Problem intersection getting upgrades
NEW PALESTINE — Patty Glover was working in her garden in the backyard the first time she heard it — the unmistakable crunch of two cars colliding.
That was some 17 years ago, when she’d just moved to the home on the southwest corner of Gem Road and County Road 300S. But it was a sound that became all too familiar over the years and made her cringe every time.
While her family has filled the large brick house with memories, their front yard has collected a few stories of its own: Too many times, the lush green grass there has been littered with the debris of a car accident.
After a fatal car accident at the site last month, Hancock County officials are heeding public outcry to make the intersection safer. They have ordered larger stop signs to install in place of the standard-sized signs that are there now.
Work on new fairgrounds progressing
GREENFIELD — Work toward building a new county fairgrounds is slowly progressing, but proponents are calling for community stakeholders to get on board to make the plan a reality.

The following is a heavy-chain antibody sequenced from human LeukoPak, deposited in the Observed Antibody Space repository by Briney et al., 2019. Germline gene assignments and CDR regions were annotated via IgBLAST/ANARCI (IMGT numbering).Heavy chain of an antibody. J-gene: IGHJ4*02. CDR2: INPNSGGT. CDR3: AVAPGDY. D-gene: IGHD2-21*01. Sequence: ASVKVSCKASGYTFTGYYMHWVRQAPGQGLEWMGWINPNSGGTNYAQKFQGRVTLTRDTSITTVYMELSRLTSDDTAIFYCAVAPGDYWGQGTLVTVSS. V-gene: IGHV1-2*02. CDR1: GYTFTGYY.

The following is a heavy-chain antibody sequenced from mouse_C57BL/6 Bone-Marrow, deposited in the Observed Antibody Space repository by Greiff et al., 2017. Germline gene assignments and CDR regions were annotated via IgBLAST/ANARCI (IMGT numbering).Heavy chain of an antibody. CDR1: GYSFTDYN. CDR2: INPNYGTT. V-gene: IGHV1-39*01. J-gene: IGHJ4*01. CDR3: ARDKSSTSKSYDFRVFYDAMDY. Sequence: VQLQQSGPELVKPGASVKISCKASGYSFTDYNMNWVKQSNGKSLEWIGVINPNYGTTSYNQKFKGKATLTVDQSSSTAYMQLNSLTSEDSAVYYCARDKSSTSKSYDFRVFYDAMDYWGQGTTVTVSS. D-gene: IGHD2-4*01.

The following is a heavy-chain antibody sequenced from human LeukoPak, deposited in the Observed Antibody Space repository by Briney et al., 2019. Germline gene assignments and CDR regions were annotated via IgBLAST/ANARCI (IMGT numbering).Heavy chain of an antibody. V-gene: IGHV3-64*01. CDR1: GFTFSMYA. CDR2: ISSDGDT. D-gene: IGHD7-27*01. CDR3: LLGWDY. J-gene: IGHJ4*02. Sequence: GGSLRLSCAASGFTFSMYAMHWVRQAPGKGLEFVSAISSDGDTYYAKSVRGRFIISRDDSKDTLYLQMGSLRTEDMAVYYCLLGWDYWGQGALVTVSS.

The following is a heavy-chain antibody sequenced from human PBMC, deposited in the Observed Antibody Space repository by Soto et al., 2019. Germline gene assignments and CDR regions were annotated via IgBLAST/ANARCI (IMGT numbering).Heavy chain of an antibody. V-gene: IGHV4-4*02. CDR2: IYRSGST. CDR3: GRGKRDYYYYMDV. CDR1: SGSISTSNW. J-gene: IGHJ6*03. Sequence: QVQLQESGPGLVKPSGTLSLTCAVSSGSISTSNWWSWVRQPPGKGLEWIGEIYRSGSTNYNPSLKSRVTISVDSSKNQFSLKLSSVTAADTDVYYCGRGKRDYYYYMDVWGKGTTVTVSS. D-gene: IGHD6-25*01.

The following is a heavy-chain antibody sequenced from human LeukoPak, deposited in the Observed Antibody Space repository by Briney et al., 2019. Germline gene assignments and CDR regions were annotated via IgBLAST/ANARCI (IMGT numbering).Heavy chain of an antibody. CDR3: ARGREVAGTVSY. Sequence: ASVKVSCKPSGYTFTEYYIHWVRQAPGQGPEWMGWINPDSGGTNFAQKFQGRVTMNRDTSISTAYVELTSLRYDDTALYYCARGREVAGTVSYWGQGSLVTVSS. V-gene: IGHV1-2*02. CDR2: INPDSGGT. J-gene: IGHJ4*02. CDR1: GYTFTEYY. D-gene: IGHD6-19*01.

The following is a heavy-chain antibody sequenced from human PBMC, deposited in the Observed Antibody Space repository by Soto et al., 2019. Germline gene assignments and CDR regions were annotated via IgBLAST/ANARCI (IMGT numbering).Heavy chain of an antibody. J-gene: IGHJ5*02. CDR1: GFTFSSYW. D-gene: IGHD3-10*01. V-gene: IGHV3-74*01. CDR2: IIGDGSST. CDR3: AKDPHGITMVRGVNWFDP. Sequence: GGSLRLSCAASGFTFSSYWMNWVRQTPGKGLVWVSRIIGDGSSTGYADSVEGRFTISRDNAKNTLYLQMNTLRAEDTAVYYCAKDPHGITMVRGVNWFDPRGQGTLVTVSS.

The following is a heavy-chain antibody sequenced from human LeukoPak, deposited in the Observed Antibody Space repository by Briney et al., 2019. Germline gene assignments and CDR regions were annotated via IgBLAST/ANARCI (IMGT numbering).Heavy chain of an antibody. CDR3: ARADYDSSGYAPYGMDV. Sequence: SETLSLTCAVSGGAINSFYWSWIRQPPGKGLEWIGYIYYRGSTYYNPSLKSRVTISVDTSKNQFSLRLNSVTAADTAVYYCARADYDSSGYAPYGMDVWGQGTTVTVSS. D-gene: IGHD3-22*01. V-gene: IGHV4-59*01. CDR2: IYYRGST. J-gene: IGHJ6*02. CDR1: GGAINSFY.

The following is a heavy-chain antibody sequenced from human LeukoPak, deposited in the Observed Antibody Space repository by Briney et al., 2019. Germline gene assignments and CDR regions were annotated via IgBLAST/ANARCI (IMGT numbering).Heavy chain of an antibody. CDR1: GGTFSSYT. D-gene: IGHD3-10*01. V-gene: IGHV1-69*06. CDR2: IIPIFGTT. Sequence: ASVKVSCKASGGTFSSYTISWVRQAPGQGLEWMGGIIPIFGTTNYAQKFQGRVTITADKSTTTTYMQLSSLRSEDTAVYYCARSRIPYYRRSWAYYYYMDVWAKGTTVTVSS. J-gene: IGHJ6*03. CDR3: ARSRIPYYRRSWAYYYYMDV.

Late last year, plans were revealed to build an exposition center, new animal barns, a large show arena and more on county farmland on U.S. 40 between county roads 400E and 500E.
Now, supporters of the project are organizing public information sessions, which they say will take the planning to the next step.
Moving the fairgrounds to the new location, which is owned by the county, would allow it to double in size and could open the door to adding businesses including restaurants, inns and shops.
It’s a goal that fell short 10 years ago when a similar project, then estimated to cost $18 million, was proposed and ultimately shelved when elected officials and nonprofit leaders were unable to decide how to pay for it and who would run the site.
Mayoral debate highlights candidates’ similarities in goals
GREENFIELD — Chuck Fewell and Judy Swift share many of the same goals and visions for the city of Greenfield.
That became something of a joke Tuesday night at the Hancock County Public Library in a debate between the two, who are seeking the Republican nomination for mayor.
When asked what sets him apart from his opponent, incumbent Chuck Fewell quipped, “I’m a male, and she’s a female.”
He went on to tout his leadership skills and experience in local and state government, while Swift lauded her longtime commitment to the community.